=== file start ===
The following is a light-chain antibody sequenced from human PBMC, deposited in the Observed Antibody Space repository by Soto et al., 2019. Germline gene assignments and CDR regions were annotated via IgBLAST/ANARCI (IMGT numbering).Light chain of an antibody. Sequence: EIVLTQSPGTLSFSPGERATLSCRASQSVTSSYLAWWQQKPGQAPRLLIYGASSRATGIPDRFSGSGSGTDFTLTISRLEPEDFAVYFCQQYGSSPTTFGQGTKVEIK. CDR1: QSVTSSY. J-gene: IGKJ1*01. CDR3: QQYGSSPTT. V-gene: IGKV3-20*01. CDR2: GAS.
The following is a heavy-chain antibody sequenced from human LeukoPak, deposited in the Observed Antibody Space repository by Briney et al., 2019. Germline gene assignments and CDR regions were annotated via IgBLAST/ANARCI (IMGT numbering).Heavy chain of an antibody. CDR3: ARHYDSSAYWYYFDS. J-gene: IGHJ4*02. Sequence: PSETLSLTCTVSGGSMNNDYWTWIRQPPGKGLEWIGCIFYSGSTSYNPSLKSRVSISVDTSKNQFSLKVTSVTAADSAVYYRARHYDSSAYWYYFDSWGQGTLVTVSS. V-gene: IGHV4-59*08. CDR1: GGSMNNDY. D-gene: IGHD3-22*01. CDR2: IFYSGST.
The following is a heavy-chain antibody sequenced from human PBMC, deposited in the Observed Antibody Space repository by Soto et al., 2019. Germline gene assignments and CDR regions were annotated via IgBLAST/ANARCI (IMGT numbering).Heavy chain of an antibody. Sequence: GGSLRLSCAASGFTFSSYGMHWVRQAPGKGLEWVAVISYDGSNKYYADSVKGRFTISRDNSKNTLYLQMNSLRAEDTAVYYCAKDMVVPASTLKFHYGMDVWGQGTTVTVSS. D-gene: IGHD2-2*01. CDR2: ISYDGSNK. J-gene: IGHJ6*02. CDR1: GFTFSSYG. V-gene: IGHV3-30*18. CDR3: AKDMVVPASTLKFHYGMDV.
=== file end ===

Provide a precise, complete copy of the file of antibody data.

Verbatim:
The following is a light-chain antibody sequenced from human PBMC, deposited in the Observed Antibody Space repository by Soto et al., 2019. Germline gene assignments and CDR regions were annotated via IgBLAST/ANARCI (IMGT numbering).Light chain of an antibody. Sequence: EIVLTQSPGTLSFSPGERATLSCRASQSVTSSYLAWWQQKPGQAPRLLIYGASSRATGIPDRFSGSGSGTDFTLTISRLEPEDFAVYFCQQYGSSPTTFGQGTKVEIK. CDR1: QSVTSSY. J-gene: IGKJ1*01. CDR3: QQYGSSPTT. V-gene: IGKV3-20*01. CDR2: GAS.
The following is a heavy-chain antibody sequenced from human LeukoPak, deposited in the Observed Antibody Space repository by Briney et al., 2019. Germline gene assignments and CDR regions were annotated via IgBLAST/ANARCI (IMGT numbering).Heavy chain of an antibody. CDR3: ARHYDSSAYWYYFDS. J-gene: IGHJ4*02. Sequence: PSETLSLTCTVSGGSMNNDYWTWIRQPPGKGLEWIGCIFYSGSTSYNPSLKSRVSISVDTSKNQFSLKVTSVTAADSAVYYRARHYDSSAYWYYFDSWGQGTLVTVSS. V-gene: IGHV4-59*08. CDR1: GGSMNNDY. D-gene: IGHD3-22*01. CDR2: IFYSGST.
The following is a heavy-chain antibody sequenced from human PBMC, deposited in the Observed Antibody Space repository by Soto et al., 2019. Germline gene assignments and CDR regions were annotated via IgBLAST/ANARCI (IMGT numbering).Heavy chain of an antibody. Sequence: GGSLRLSCAASGFTFSSYGMHWVRQAPGKGLEWVAVISYDGSNKYYADSVKGRFTISRDNSKNTLYLQMNSLRAEDTAVYYCAKDMVVPASTLKFHYGMDVWGQGTTVTVSS. D-gene: IGHD2-2*01. CDR2: ISYDGSNK. J-gene: IGHJ6*02. CDR1: GFTFSSYG. V-gene: IGHV3-30*18. CDR3: AKDMVVPASTLKFHYGMDV.